Apple shares tank after weak iPhone results

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Apple shares tank after weak iPhone results

China revenues soar.

Apple shares slumped nearly 7 percent in after-hours trading as its fourth-quarter revenue forecast fell short of estimates and it missed some targets for iPhone sales.

The shares dropped to US$121 after the company released its results, from US$130.75 at the close.

The forecast overshadowed Apple's strong sales in China, which more than doubled to US$13.2 billion from a year earlier.

Apple chief financial officer Luca Maestri said the results in China were "spectacular" during the quarter and noted plans to open 40 stores there over the next 12 months.

Without disclosing specific figures, Maestri said sales of the Apple Watch beat the company's expectations.

He claimed in the nine weeks since its launch in late April, the device had sold better than either iPhones or iPads over a similar period after their launch.

Apple said it sold 47.5 million iPhones in the third quarter, up 35 percent from a year ago. But some analysts had expected around 49 million.

Colin Gillis, an analyst for BGC Partners, said the results highlighted the vulnerability of Apple's dependence on the iPhone and the Chinese market's growing importance to the company.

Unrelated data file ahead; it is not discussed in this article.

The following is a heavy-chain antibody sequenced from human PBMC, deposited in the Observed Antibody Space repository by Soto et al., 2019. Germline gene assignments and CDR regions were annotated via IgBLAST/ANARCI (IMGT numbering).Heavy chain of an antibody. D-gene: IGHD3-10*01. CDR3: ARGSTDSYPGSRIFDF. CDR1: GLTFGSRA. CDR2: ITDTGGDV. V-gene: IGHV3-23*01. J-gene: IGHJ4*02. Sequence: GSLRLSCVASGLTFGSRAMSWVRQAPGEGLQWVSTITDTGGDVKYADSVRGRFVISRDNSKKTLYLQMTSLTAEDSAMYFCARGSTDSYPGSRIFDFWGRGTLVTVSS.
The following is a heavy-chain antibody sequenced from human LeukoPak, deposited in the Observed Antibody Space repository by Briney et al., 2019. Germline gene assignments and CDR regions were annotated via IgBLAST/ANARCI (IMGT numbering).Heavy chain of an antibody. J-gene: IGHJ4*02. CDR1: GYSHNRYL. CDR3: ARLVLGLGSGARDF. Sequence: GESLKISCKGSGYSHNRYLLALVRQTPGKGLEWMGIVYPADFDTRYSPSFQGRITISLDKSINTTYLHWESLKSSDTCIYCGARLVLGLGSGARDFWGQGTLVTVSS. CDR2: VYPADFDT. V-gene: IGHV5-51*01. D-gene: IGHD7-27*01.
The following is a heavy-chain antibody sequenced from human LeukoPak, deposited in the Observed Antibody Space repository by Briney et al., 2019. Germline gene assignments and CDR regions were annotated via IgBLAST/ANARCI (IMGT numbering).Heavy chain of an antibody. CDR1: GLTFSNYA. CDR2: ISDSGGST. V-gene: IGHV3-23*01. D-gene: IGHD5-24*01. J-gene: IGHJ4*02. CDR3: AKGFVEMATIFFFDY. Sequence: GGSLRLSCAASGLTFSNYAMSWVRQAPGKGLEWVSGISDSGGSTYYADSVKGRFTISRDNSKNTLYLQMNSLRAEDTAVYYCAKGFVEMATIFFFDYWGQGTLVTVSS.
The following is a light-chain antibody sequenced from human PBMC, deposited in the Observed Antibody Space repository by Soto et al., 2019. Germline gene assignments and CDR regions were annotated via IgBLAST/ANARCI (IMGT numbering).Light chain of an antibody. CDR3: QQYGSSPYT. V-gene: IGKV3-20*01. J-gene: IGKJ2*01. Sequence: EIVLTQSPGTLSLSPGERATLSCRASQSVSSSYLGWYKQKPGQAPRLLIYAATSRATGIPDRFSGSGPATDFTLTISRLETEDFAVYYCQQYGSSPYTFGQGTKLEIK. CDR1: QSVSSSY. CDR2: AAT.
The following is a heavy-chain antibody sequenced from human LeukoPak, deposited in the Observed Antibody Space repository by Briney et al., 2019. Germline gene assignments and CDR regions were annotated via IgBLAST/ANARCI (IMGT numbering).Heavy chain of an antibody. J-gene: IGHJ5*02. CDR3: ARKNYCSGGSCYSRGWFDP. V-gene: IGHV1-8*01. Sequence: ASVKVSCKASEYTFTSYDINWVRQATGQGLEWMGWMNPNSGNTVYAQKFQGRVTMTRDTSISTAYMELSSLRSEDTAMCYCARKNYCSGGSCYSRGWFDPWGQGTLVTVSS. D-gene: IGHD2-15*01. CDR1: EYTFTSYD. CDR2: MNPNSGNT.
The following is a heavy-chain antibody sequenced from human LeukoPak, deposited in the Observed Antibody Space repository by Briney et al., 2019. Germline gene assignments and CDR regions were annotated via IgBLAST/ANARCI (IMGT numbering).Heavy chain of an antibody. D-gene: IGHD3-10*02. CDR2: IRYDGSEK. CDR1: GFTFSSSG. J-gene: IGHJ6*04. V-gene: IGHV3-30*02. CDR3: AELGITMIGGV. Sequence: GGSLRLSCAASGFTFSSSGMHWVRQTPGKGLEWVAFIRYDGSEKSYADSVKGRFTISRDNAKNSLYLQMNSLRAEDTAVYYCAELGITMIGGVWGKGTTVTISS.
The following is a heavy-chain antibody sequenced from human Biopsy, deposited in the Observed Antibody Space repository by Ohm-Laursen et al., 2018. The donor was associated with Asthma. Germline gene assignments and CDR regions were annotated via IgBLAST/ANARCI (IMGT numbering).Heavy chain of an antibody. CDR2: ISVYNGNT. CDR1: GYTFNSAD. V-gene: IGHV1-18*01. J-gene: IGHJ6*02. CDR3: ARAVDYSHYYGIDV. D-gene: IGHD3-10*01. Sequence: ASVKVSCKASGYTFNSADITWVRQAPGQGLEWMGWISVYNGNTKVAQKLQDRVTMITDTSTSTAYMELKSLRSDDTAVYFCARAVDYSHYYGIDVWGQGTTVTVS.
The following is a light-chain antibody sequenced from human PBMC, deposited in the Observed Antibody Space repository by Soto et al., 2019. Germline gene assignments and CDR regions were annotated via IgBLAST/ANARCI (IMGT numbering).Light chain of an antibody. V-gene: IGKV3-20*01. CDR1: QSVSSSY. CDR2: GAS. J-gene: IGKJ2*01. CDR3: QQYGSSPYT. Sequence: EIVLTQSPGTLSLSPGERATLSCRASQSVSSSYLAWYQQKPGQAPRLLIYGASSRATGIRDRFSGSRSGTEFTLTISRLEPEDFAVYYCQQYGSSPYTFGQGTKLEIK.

"Where are you going to find growth in the world?" he said.

"You've done an amazing job sucking all the smartphone profits into your balance sheet, but smartphone sales are slowing. What's going to happen when the industry matures, just like PCs did?"

The company forecast revenue of US$49 billion to US$51 billion, missing analysts' average estimate of US$51.1 billion according to Thomson Reuters I/B/E/S.

The company's iPhone 6 and 6 Plus, which shattered iPhone sales records when they were launched, are already 10 months old.

Apple said net income rose to US$10.7 billion, or US$1.85 per share, from US$7.8 billion, or US$1.28 per share, a year earlier.

Analysts had expected earnings of US$1.81 per share, according to Thomson Reuters I/B/E/S.

Revenue rose 32 percent to US$49.6 billion from a year earlier, beating Wall Street's expectations of US$49.4 billion.

Just prior to the release of the results Apple struggled with a three-hour outage to its App Store, Apple Music, iTunes Store and some other services.

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